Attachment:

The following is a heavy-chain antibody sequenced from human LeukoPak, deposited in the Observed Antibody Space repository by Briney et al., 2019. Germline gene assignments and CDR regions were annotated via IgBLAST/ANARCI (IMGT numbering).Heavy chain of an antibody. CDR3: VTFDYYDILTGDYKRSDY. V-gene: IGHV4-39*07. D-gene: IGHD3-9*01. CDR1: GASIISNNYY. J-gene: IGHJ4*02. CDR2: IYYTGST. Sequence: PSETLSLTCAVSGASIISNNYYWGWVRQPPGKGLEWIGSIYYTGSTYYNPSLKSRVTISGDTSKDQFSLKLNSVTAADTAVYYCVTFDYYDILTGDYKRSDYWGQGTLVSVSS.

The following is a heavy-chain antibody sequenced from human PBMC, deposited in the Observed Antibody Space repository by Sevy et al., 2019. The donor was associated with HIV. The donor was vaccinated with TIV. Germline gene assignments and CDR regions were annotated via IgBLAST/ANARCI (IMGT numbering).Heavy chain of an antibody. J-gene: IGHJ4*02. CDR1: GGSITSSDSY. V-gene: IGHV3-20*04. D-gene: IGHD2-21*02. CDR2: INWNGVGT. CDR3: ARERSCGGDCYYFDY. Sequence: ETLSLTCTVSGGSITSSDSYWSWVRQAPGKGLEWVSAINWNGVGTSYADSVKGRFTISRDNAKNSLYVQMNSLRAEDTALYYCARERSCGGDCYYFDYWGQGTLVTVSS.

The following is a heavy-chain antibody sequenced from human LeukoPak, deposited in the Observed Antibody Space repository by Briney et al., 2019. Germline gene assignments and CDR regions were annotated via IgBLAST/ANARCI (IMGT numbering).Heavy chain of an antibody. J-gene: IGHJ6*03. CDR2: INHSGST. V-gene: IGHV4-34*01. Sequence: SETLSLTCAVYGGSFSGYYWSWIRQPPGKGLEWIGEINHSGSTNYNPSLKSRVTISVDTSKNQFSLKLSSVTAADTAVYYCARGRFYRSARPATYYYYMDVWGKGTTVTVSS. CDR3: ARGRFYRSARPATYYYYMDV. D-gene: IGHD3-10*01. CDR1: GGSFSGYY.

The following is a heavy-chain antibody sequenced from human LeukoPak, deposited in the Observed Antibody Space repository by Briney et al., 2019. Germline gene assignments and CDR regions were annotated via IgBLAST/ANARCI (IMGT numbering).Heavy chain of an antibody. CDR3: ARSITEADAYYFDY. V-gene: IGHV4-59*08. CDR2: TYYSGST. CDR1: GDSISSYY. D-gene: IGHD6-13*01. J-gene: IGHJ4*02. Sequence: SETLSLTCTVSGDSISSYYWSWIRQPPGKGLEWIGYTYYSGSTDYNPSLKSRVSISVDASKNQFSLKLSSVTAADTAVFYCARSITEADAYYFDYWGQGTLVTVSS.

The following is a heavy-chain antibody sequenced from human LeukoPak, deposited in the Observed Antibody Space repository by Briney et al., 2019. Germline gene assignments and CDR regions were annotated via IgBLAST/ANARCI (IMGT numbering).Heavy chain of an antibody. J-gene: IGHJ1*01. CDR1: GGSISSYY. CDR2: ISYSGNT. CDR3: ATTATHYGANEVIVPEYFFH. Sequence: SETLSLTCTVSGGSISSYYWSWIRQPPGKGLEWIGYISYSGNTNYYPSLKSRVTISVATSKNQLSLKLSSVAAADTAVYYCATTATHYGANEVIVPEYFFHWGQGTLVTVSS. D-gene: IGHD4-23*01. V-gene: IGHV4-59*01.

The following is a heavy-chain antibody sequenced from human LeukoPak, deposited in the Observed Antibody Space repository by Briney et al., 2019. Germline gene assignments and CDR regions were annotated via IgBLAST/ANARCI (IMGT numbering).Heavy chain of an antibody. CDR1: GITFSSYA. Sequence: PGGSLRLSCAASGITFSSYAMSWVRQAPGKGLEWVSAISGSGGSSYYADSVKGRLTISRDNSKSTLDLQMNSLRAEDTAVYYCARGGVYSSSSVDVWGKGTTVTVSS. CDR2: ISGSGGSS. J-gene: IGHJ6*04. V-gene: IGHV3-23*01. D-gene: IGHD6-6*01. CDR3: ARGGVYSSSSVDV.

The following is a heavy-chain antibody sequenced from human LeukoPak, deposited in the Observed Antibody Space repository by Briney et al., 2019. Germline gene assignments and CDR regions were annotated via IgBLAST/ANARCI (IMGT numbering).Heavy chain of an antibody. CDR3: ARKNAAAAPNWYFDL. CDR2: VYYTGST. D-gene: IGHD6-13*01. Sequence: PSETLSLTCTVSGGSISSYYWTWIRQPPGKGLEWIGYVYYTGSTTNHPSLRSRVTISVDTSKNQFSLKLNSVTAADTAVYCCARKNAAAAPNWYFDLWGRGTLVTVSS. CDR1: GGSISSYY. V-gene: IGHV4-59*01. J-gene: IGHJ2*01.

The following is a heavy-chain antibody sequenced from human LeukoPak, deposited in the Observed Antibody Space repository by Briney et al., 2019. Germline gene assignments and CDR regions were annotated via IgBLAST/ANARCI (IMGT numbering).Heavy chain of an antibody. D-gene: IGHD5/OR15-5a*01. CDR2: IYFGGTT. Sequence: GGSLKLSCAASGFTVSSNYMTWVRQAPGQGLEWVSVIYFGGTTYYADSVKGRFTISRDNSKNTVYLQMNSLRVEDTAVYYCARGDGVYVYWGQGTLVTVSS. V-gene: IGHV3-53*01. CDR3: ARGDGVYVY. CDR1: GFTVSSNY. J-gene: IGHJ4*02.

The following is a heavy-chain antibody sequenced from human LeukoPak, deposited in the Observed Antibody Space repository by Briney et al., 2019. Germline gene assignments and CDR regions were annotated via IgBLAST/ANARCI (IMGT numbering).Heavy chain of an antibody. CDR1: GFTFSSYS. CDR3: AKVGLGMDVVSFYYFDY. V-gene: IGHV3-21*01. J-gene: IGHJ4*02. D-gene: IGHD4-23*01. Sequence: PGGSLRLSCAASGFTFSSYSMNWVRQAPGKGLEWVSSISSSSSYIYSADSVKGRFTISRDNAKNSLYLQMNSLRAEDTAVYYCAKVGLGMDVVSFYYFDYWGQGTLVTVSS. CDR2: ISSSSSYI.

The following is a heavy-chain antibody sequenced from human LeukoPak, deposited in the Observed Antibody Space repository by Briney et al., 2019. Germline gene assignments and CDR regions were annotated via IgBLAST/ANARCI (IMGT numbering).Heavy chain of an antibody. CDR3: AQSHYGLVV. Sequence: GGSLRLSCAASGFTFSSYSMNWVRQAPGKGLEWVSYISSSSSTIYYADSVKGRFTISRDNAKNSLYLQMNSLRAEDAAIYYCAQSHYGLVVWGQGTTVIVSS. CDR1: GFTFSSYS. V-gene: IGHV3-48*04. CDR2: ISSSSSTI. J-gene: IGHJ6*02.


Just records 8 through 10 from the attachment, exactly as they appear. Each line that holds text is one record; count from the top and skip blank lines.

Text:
The following is a heavy-chain antibody sequenced from human LeukoPak, deposited in the Observed Antibody Space repository by Briney et al., 2019. Germline gene assignments and CDR regions were annotated via IgBLAST/ANARCI (IMGT numbering).Heavy chain of an antibody. D-gene: IGHD5/OR15-5a*01. CDR2: IYFGGTT. Sequence: GGSLKLSCAASGFTVSSNYMTWVRQAPGQGLEWVSVIYFGGTTYYADSVKGRFTISRDNSKNTVYLQMNSLRVEDTAVYYCARGDGVYVYWGQGTLVTVSS. V-gene: IGHV3-53*01. CDR3: ARGDGVYVY. CDR1: GFTVSSNY. J-gene: IGHJ4*02.

The following is a heavy-chain antibody sequenced from human LeukoPak, deposited in the Observed Antibody Space repository by Briney et al., 2019. Germline gene assignments and CDR regions were annotated via IgBLAST/ANARCI (IMGT numbering).Heavy chain of an antibody. CDR1: GFTFSSYS. CDR3: AKVGLGMDVVSFYYFDY. V-gene: IGHV3-21*01. J-gene: IGHJ4*02. D-gene: IGHD4-23*01. Sequence: PGGSLRLSCAASGFTFSSYSMNWVRQAPGKGLEWVSSISSSSSYIYSADSVKGRFTISRDNAKNSLYLQMNSLRAEDTAVYYCAKVGLGMDVVSFYYFDYWGQGTLVTVSS. CDR2: ISSSSSYI.

The following is a heavy-chain antibody sequenced from human LeukoPak, deposited in the Observed Antibody Space repository by Briney et al., 2019. Germline gene assignments and CDR regions were annotated via IgBLAST/ANARCI (IMGT numbering).Heavy chain of an antibody. CDR3: AQSHYGLVV. Sequence: GGSLRLSCAASGFTFSSYSMNWVRQAPGKGLEWVSYISSSSSTIYYADSVKGRFTISRDNAKNSLYLQMNSLRAEDAAIYYCAQSHYGLVVWGQGTTVIVSS. CDR1: GFTFSSYS. V-gene: IGHV3-48*04. CDR2: ISSSSSTI. J-gene: IGHJ6*02.